No, a Wilmington man did not discover the skeletal remains of a pixie.
But that is what some people on the Internet would have you believe. And it’s far from the first fairy or pixie remains hoax.
A Facebook page called “Pictures In History” that claims to be an “education company,” with more than 2.5 million likes and 2.6 million followers, posted a photo of a tiny skeleton held in the palm of a hand on Tuesday.
The post says, “James Cornan of Wilmington, North Carolina, claims to have discovered the remains of a pixie in a falcon’s nest while exploring the Rocky Mountains in 2017. Scientific tests have concluded the bones are indeed real.”
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But there’s no citation for the discovery, no credit on the photo and no trace of a James Cornan in Wilmington.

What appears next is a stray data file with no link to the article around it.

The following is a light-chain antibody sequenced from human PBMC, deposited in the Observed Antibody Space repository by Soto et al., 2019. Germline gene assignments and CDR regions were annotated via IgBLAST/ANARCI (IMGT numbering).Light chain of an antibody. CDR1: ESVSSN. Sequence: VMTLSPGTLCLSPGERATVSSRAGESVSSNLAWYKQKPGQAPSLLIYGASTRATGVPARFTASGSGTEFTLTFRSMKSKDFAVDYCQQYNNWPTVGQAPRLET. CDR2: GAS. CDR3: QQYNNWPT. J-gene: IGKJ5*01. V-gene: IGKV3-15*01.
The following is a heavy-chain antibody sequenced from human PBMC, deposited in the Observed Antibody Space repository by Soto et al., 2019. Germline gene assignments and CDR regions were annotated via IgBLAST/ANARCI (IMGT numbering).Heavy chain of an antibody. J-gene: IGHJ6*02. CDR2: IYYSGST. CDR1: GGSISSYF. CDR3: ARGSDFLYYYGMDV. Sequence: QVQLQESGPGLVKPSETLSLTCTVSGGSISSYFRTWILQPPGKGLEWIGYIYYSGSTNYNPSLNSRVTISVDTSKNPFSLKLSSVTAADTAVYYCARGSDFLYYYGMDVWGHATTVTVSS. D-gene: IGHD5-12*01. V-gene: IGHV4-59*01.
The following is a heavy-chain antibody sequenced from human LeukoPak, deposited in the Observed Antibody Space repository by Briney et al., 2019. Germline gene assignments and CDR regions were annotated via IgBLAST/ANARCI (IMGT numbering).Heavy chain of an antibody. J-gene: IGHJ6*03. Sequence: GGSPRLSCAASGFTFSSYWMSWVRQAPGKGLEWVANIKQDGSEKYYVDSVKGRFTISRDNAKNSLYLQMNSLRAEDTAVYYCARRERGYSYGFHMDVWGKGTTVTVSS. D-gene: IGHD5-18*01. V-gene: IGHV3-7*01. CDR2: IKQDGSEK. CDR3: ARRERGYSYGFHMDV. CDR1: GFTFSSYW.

There’s no news coverage of the discovery, no scientific evidence published. Nothing.
The post had more than 20,000 reactions, nearly 17,000 shares and more than 1,500 comments within 17 hours of being posted. Many of the commenters argued that the skeleton wasn’t a pixie, but the remains of a human fetus (also untrue).
The photo and description also were posted on another website.
The same photo – and others like it – were used on cryptozoological and pseudoscience websites last year in relation to a story about tiny human fossils found in Antarctica. Again, there was no citation or credit for the photos, so it’s unclear where they originated.
A reverse Google image search quickly turns up dozens of websites using the same photo or similar photos used on similar websites. But none are credible scientific or news sources.
And there was no evidence that the photo originated from a man named James Cornan from Wilmington.